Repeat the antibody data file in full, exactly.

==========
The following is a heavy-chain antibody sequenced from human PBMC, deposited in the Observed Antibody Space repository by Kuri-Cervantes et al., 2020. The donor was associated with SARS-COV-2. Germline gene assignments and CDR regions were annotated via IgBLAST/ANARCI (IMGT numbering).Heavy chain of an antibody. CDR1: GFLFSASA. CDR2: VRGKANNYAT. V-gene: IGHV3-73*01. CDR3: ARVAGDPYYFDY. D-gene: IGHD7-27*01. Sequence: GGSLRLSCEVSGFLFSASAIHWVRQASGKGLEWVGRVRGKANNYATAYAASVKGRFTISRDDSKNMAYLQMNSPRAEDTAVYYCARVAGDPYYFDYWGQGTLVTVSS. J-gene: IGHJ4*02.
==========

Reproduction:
The following is a heavy-chain antibody sequenced from human PBMC, deposited in the Observed Antibody Space repository by Kuri-Cervantes et al., 2020. The donor was associated with SARS-COV-2. Germline gene assignments and CDR regions were annotated via IgBLAST/ANARCI (IMGT numbering).Heavy chain of an antibody. CDR1: GFLFSASA. CDR2: VRGKANNYAT. V-gene: IGHV3-73*01. CDR3: ARVAGDPYYFDY. D-gene: IGHD7-27*01. Sequence: GGSLRLSCEVSGFLFSASAIHWVRQASGKGLEWVGRVRGKANNYATAYAASVKGRFTISRDDSKNMAYLQMNSPRAEDTAVYYCARVAGDPYYFDYWGQGTLVTVSS. J-gene: IGHJ4*02.